BOKU: Most of the gluten-free breads available on the market are based on very starch-rich raw materials, or on pure starch, and therefore contain relatively low levels of dietary fiber, minerals and vitamins. Our aim in the research into gluten-free products was always to make them more nutrient-rich. Using wholegrain flours and/or using nutrient-rich, gluten-free flours offers a good opportunity to achieve this. Flours made from pseudo-cereals (amaranth, quinoa and buckwheat) or varieties of millet are good examples of this, and we have studied all of these. Since buckwheat flour is also an indigenous product in this country, however, we gave preference to this flour for many of the experiments.

Keil: If I have understood it correctly, the baking process consisted of three stages in which the heat was reduced in a stepwise manner. Could you please explain to us where the advantages lie compared to a single unvarying heating process?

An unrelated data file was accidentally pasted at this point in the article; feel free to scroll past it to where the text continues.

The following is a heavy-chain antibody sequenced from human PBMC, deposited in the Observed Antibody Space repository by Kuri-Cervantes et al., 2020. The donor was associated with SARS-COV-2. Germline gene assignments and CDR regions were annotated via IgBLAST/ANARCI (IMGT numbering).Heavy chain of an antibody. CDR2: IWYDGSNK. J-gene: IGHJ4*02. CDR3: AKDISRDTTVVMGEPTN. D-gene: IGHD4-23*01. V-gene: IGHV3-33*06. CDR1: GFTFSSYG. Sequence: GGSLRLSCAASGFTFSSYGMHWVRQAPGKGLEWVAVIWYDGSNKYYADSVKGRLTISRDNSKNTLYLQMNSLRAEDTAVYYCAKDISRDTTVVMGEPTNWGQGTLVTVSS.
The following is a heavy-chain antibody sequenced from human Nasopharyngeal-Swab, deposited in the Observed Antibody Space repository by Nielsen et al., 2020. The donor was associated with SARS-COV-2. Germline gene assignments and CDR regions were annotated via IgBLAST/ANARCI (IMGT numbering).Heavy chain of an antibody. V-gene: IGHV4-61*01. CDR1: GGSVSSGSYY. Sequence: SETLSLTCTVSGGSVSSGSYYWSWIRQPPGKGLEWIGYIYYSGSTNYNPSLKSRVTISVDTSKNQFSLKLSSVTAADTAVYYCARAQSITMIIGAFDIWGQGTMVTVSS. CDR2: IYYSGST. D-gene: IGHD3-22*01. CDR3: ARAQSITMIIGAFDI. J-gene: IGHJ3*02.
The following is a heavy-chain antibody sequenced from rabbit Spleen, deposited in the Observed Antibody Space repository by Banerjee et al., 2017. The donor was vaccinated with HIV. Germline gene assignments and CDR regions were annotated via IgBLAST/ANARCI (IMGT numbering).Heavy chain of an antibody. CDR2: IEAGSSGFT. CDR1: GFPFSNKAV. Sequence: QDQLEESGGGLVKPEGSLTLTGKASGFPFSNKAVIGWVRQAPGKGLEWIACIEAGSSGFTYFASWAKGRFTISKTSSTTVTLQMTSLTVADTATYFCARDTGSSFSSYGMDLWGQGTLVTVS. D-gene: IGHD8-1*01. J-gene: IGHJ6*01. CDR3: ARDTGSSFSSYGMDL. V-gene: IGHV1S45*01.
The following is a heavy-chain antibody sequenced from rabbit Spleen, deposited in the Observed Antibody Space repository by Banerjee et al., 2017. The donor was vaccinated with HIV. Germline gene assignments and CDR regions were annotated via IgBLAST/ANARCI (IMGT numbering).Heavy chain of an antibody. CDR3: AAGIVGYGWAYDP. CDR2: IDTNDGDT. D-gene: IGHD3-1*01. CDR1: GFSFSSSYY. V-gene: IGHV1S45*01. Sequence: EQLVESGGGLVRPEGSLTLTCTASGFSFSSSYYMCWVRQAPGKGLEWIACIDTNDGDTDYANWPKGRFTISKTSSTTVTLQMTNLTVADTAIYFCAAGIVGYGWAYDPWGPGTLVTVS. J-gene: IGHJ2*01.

BOKU: The stepwise reduction in the electric power (not the heat!) is necessary because otherwise the doughs/breads would burn in the ohmic oven. The initial high-power step is the actual baking step: a dough temperature of more than 90°C is reached within a few seconds and the bread is baked right through, the dough expands and the crumb of the bread is formed. After these few seconds, however, the bread crumb is still rather too moist; the water content is still too high and/or the bread crumb is still too moist, chiefly at the margins (at the zones of contact with the pan). Further heating is still needed here, although burning must be prevented at the same time. This optimization was one of the biggest challenges, and we succeeded through a stepwise reduction in the power.

Keil: How long does a baking process of this kind last, and to what extent does it depend on the weight and volume of the dough?
BOKU: The total duration of the entire baking process is between 25 seconds and 2 minutes, and depends mainly on the water content. Weight and volume have scarcely any influence on baking time, as long as the total amount of energy flowing through the dough is held constant. I.e., if an increased weight of dough is required, only the power needs to be adapted/increased to arrive at the same baking time.